I’m sorry for not posting this past week. Life has been busy, what with heathen weddings and interviewing people about biotechnology, and I’ve had precious little time to think about Exalted blogging. Odds are good that this will keep up until the end of the month, though I’ll try to post a few things that won’t require in-depth research.

In the meantime, here’s a few more Infernal hearthstones:

<2>Hearthstones of Adorjan

<3>Thread-Body Movement Stone (Manse 3)

<n>Demon-Bound (Gumela)

When the bearer of this elongated blue-green gem hurls herself at a narrow opening—a grating, a crevice, a keyhole—her body stretches to impossible thinness, allowing her to flow through the gap like thread through a needle’s eye. This Shaping effect requires the ability to move freely, and cannot be used to escape from restraints such as manacles or grapples.

<2>Hearthstones of Cecelyne

<3>Desert-Drained Husk Stone (Manse 1)

<n>This dull, cracked brown stone is always dry. Its bearer’s flesh assumes a withered, mummified cast whenever he enters a place of desolation (Manual of Exalted Power: Infernals, p. 120). His Appearance drops by two (to a minimum of 1), but he neither needs nor craves food and drink. This is a Desecration effect.

<3>Impassable Guardian Stone (Manse 4)

<n>The bearer of this cylindrical ivory stone, speckled with dark iron, can halt even the most elusive foe. The bearer adds her Charisma to her Blockade Movement pool, and may use Blockade Movement against immaterial beings. These Charisma dice become automatic successes within the confines of Cecelyne or the landscapes of her Third Circle souls.

Melammu and the Exalted Anima

The anima, a mantle of divine radiance possessed by the Exalted in Onyx Path’s RPG of that name, is nothing original. Such glows form a mainstay of Christian iconography, appearing as either a head-crowning halo or a body-encircling aureole. Similar imagery appears in Buddhist, Hindu, and Islamic iconography over the past two thousand years. But such luminescence predates the Christian era. A prime example appears in Homer’s Iliad:

But Achilles dear to Jove arose, and Minerva flung her tasselled aegis round his strong shoulders; she crowned his head with a halo of golden cloud from which she kindled a glow of gleaming fire.

Another pre-Christian motif resembling the Exalted anima is the velificatio. This veil-like aura, its name derived from the Latin for setting sail, surrounds certain gods in ancient Roman art—as well as emperors who have been granted divinity.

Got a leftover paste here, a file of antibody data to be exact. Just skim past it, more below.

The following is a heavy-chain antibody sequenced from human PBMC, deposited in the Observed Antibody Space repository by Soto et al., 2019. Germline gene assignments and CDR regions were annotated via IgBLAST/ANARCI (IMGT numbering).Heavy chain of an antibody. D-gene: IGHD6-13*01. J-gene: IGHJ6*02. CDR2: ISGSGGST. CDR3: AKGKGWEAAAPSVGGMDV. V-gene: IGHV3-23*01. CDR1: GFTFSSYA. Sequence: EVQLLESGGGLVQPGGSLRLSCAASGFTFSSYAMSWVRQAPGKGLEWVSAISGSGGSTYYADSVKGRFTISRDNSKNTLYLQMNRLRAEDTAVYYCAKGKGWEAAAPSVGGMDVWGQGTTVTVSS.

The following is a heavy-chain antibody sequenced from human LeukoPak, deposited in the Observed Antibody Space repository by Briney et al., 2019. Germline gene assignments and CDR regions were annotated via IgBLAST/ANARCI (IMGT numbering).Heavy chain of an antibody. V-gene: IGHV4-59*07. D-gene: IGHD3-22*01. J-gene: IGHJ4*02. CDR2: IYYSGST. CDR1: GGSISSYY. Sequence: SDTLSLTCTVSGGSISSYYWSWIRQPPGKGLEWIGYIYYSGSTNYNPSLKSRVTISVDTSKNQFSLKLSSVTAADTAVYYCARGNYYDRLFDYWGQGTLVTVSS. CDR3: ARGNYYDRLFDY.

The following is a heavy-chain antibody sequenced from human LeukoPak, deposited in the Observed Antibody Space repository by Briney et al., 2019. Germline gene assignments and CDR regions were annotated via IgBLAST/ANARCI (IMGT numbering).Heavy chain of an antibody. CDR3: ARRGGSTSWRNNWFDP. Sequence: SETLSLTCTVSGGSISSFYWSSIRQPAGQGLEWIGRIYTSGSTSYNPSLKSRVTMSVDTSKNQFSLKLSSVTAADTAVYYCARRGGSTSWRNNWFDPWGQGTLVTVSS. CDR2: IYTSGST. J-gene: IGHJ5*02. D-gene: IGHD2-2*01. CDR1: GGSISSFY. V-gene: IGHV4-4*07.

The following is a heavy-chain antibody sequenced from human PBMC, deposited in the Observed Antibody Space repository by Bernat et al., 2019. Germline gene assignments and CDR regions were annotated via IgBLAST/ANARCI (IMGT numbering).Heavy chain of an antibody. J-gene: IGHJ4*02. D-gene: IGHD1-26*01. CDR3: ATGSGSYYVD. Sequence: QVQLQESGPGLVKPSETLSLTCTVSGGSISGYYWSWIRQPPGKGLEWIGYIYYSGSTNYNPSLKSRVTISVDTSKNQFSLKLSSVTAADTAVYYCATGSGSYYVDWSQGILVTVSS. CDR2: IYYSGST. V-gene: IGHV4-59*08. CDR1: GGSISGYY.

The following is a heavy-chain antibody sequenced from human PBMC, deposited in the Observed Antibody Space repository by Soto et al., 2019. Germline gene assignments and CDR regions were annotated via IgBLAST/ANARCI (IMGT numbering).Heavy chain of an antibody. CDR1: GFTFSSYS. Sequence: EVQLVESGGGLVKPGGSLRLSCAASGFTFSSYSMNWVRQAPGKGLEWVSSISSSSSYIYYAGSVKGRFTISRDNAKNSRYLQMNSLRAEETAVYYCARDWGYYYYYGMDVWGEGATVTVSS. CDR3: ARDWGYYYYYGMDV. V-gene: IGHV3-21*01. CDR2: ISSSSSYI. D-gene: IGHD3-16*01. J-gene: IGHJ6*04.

We can trace the nimbus even farther back, however, to ancient Mesopotamia. There it took the form of the melammu, a light or fire granted by the highest of gods that denoted power and authority. This has long been an obscure concept; I’d never heard of it until I did some in-depth research into Mesopotamian mythology in 2011 for my home Scion game. There’s not a lot of information to be found about melammu online, but this paper appears to be a good resource. It includes a number of instances wherein Mesopotamian monarchs or mythic heroes are endowed with solar or lunar radiance, granting or embodying a measure of divine power and authority. It’s well worth a look!


Ink Monkey Bones #21: Hearthstones of Vitriol

In my latest search through my old Exalted files, I dredged up a draft of Infernal hearthstones written for inclusion in The Broken-Winged Crane. The draft included a number of stones that didn’t appear in the final book. I’ll post the previously-unpublished stones here over the next few weeks.

<2>Hearthstones of Vitriol

<3>Flesh-Rotting Stone (Manse 1)

<n>This waxy ocher gemstone has an unwholesome sheen. When set into a weapon, each attack that inflicts at least one health level of damage acts as a vector for leprosy (see Exalted, p. 351), requiring a (Stamina + Resistance) check at difficulty 1 to avoid infection.

A similar stone inflicts consumption (Exalted, p. 351). Various Yozi-aspected hearthstones serve as vectors for other diseases; more dangerous diseases have higher hearthstone ratings.

<3>Gem of Odium (Manse 1)

<n>Bright red-orange cracks spangle this dark green gem. It takes one scene less than usual for its bearer to acquire an Intimacy of hate (see Exalted, p. 173), with a minimum of one scene. Eroding one of the bearer’s Intimacies of hate takes one scene more than usual.

<3>Vitriol-Attunement Gem (Manse 2)

<n>This transparent silvery stone surrounds a core of dark, cloudy fluid. Its bearer gains an affinity for the element of vitriol. She is unharmed by contact with vitriol and adds half her Essence rating to Craft (Vitriol) rolls. Moreover, as with all vitriol, she becomes infused with the malice of the Yozis, reducing her Compassion by 1 (minimum 1). A Dragon-Blooded bearer’s anima exhibits dark vitriolic streaks; this is a cosmetic effect, but disturbing nonetheless.